A Guide To A Musical Theatre Actor’s Audition Book

September 23, 2014

If you plan on being a musical theatre performer, your audition book is one of the most important things you’ll own. You need to fill your book with the right cuts for nearly every audition. While finding the perfect song is something a performer has to do for his or herself, the way to construct your book doesn’t have to be a mystery. Once you know what you’re looking for, you can begin the hunt for the perfect pieces.

What Your Book Needs To Be

Your book should be a three ring binder that is not too big, but also not too small. Stay away from anything over 3 inches or under 1.5 inches, as they become difficult for the accompanist to handle. All music should be organized by section or alphabetically, really whatever works best for you as long as there is a method to the madness. If you’re asked to find a piece, you’re going to want to be able to find it quickly. Music should be clearly labeled, and markings need to be very clear on the music itself. Plastic page protectors are the standard, and the non-glossy version will insure that your accompanist is able to see under any lighting.

What Should Be In Your Book?

Your book needs to be your best current material. Current being the key word, as you could be asked to sing any piece that you bring with you into the audition room. If a director isn’t hearing exactly what they need from you, it is common for them to ask what else you have brought. This is why your book needs to be comprehensive enough to cover all the bases. Cuts can either be 32 bars or 16 bars, and having one of each for a song will allow a selection to be more versatile for auditions. Keep in mind that a 16 bar should be around 30 seconds, and 32 bar cuts closer to a minute.

Categories are as follows:

  • Contemporary musical theatre – uptempo and ballad
  • Classical musical theatre – uptempo and ballad, at least one Rodgers and Hammerstein piece
  • Pop/Rock/Country – a mix of two or three pieces showing off pop vocal styling, tailor these toward different types of modern shows such as Rock of Ages or Rent
  • Jazz – consider having a blues piece as well as an uptempo jazz song depending on your vocal abilities
  • Go-To Pieces- these should be your two most polished 32-bar cuts, usually an uptempo and a ballad
  • Comedic – one or two pieces that you know are funny, whether it be the writing or the way you are performing the piece
  • Disney – Disney songs have a very specific feel and vocal styling, if you’re going to audition for a Disney show you should have one in your book

Each of the categories listed above have their own specific vocal styling to go with them. It will not help you to have a classical musical theatre section in your book if you choose to sing it in the style of contemporary musical theatre. You need to keep these styles separate, and know your abilities before going into an audition. Directors are often frustrated by auditions where the actor chooses to do a piece in a style that is not helpful for seeing them as a possible option for a role. It is your job as an actor to familiarize yourself enough with the show you are auditioning for, in order to sing a piece that is appropriate in both content and style.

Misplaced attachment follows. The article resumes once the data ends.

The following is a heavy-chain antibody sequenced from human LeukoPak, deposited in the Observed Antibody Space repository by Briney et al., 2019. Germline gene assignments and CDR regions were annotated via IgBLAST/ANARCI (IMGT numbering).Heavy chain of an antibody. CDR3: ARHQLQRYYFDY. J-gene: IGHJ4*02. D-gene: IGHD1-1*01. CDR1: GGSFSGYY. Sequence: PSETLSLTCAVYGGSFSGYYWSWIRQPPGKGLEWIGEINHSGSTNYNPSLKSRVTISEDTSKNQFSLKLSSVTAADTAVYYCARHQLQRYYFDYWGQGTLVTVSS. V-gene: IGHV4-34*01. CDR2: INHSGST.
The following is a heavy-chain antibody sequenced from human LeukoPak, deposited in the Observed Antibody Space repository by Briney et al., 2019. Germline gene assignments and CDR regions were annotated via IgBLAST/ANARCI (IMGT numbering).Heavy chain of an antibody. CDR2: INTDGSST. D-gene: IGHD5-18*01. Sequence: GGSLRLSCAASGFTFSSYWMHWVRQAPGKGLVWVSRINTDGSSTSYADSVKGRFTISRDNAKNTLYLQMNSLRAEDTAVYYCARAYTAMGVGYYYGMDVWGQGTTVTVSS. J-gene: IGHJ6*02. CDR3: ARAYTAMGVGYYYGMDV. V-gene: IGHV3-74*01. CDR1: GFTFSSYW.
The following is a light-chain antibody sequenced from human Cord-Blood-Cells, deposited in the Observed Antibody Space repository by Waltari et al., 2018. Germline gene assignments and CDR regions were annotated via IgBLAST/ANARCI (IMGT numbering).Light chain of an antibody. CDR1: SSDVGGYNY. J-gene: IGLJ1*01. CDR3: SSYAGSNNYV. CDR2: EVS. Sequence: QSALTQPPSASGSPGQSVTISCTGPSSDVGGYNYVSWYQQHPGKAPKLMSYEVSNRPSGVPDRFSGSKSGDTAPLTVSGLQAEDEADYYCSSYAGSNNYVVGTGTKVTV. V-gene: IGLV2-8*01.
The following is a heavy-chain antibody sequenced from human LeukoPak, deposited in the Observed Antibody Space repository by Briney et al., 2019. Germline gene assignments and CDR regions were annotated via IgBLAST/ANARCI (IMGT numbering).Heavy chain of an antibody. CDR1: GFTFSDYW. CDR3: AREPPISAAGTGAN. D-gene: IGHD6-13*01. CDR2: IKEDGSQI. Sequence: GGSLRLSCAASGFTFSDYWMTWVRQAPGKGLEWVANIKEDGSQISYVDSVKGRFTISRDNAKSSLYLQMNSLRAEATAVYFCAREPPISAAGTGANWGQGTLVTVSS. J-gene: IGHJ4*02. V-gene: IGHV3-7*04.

What Songs Should You Sing?

While the number of songs in each style you should have in your book is a debatable issue, having two pieces usually keeps you in a safe range for auditions. You never want to be the actor that doesn’t have anything the director is interested in hearing. This is also a reason to keep your book organized, as you may need to pull something out very quickly in an audition setting.

As an actor, the content of your book is up to you. Finding the cuts that fit your personality and type will be one of the most difficult things you have to do, but once you find something you will know that it feels like a fit. While having a song option enter your realm of consciousness is something that is sometimes out of your control, there are many aspects of your book you can stay on top of. Mark your cuts clearly and cleanly, or you’ll end up with an angry accompanist, and you never want that. Practice your material, keep things looking clean, stay prepared with pieces for any audition, and eventually every song in your book will become as easy to go back to as your favorite few cuts.

From musicals to monologues to dance routines, our musical theatre students work on a variety of projects throughout their time at NYFA. Check out our Musical Theatre Program page to learn more and discover our variety of programs.